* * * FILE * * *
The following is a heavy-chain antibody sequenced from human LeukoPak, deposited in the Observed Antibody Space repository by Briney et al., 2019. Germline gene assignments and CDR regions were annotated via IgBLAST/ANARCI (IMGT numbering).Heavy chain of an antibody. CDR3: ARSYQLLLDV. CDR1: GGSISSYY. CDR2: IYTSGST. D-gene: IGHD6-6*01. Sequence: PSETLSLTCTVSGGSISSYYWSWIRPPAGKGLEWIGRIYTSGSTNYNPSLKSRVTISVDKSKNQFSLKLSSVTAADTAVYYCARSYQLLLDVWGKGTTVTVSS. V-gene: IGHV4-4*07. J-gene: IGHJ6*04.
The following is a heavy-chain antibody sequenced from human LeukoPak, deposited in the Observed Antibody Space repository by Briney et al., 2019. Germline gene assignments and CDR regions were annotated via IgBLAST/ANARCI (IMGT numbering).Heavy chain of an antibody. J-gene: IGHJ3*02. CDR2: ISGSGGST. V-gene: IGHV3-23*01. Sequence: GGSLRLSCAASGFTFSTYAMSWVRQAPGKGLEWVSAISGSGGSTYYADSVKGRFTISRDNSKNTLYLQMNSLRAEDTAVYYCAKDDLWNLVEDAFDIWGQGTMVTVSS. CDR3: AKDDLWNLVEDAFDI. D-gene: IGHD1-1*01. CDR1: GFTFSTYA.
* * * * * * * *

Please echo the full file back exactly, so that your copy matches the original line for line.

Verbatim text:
The following is a heavy-chain antibody sequenced from human LeukoPak, deposited in the Observed Antibody Space repository by Briney et al., 2019. Germline gene assignments and CDR regions were annotated via IgBLAST/ANARCI (IMGT numbering).Heavy chain of an antibody. CDR3: ARSYQLLLDV. CDR1: GGSISSYY. CDR2: IYTSGST. D-gene: IGHD6-6*01. Sequence: PSETLSLTCTVSGGSISSYYWSWIRPPAGKGLEWIGRIYTSGSTNYNPSLKSRVTISVDKSKNQFSLKLSSVTAADTAVYYCARSYQLLLDVWGKGTTVTVSS. V-gene: IGHV4-4*07. J-gene: IGHJ6*04.
The following is a heavy-chain antibody sequenced from human LeukoPak, deposited in the Observed Antibody Space repository by Briney et al., 2019. Germline gene assignments and CDR regions were annotated via IgBLAST/ANARCI (IMGT numbering).Heavy chain of an antibody. J-gene: IGHJ3*02. CDR2: ISGSGGST. V-gene: IGHV3-23*01. Sequence: GGSLRLSCAASGFTFSTYAMSWVRQAPGKGLEWVSAISGSGGSTYYADSVKGRFTISRDNSKNTLYLQMNSLRAEDTAVYYCAKDDLWNLVEDAFDIWGQGTMVTVSS. CDR3: AKDDLWNLVEDAFDI. D-gene: IGHD1-1*01. CDR1: GFTFSTYA.